Hundreds expected at Unity Chapel’s ‘Walk to Bethlehem’
The folks at Unity Chapel United Methodist Church are still looking for one good camel.
Camels are not that easy to find in these parts, as the Rev. Scott Johnson and his staff knows, but they’d like to have one for the Nativity Scene at the fifth annual “Walk to Bethlehem” this weekend at the church on Lost Creek Road south of Ramsey.
The Walk to Bethlehem is a free, eight-station, living history kind of outdoor reenactment that depicts the 2,000-year-old Biblical account of Joseph and Mary and the events surrounding the birth of the Christ Child.
The public is invited to take the Walk Saturday or Sunday night, between 6 and 8:30. It takes about 22 to 25 minutes and concludes with refreshments in the new Family Life Center.
The stations are:
1. The Annunciation. An angel tells Mary that she will give birth to the Christ Child.
2. The angel appears in a dream to a restless Joseph, asleep in his workplace.
3. The Marketplace, where Roman soldiers, some on horseback, announce the census decree.
4. Angels announce to shepherds that Jesus will be born in Bethlehem.
5. The Wise Men see a mysterious star and head to Bethlehem to bring gifts to the Christ Child.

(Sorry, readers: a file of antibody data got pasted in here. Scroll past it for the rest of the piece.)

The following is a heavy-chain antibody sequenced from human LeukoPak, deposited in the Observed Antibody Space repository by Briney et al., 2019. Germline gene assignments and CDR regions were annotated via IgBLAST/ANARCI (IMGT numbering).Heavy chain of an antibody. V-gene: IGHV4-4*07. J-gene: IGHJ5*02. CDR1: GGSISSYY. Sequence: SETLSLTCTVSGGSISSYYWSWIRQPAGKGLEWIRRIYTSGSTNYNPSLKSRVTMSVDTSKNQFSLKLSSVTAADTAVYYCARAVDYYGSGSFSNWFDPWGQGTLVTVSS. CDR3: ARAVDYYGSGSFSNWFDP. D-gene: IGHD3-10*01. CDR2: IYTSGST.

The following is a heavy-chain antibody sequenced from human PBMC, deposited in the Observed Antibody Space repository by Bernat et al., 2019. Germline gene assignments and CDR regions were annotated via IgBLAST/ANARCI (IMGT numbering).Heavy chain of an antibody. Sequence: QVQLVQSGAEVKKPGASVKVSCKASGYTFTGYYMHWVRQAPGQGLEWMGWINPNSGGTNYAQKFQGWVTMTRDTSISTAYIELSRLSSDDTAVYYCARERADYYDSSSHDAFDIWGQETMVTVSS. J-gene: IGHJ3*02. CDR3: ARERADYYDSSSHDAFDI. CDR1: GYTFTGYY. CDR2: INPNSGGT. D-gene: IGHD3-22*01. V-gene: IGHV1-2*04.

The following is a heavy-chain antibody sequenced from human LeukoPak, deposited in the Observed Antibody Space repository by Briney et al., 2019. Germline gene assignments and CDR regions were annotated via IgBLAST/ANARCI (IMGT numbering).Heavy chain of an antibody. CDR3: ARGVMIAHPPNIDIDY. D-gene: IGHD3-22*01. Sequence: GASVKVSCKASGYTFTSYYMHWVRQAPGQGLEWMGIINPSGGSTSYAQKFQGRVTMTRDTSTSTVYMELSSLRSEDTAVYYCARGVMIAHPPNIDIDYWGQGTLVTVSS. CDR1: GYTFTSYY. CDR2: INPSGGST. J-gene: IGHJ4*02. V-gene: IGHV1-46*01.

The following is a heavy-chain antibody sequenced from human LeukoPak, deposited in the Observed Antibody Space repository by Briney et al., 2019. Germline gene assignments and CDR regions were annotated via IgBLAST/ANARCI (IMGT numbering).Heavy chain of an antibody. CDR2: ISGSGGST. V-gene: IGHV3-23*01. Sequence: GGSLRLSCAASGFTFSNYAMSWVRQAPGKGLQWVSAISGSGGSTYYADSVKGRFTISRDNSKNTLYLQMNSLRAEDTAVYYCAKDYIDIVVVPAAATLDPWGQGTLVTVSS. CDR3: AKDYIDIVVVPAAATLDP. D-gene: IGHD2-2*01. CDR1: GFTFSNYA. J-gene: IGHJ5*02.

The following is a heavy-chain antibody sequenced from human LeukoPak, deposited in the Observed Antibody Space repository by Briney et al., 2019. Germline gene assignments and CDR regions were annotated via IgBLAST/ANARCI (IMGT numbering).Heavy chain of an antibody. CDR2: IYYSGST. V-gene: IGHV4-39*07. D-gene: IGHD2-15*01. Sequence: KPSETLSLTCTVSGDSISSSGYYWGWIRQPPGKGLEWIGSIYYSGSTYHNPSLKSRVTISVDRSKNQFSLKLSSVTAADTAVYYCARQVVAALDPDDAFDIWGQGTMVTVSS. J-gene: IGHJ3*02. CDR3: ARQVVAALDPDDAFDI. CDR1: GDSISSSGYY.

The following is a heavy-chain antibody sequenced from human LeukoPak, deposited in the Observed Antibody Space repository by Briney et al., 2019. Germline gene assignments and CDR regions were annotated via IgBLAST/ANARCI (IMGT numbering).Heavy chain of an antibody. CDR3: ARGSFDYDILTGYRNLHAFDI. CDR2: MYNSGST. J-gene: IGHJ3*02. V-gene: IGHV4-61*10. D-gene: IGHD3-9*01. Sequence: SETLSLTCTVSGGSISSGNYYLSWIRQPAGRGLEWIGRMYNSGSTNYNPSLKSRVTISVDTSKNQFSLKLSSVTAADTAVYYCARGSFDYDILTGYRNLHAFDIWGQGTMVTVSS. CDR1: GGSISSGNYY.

6. People who have seen the star meet joyful shepherds who have seen the baby Jesus.
7. The innkeeper turns away people seeking food and shelter because of heavy crowds in Bethlehem for the Roman-ordered census.
8. The Nativity scene, with a live infant, and sheep and cows, but no camel, yet.
Johnson said 60 people are involved in the production, not counting technicians and volunteers in the kitchen.
The Walk is free but people can help with production costs at the marketplace or in the Family Life Center afterward.
Evaluation forms will also be available for those who wish to make comments. Johnson said the comments are consistently “thank yous” from people who are grateful for helping them get back in touch with what the Christmas story and the Christmas season are all about.
The last three years the Walk has attracted 600 to 700 people. The biggest crowd, between 1,150 and 1,200, showed up the second year. “It overwhelmed us,” Johnson said. Three years ago, it rained until 4 p.m. Saturday, and then on Sunday the temperature dropped to freezing, which cut down on the attendance.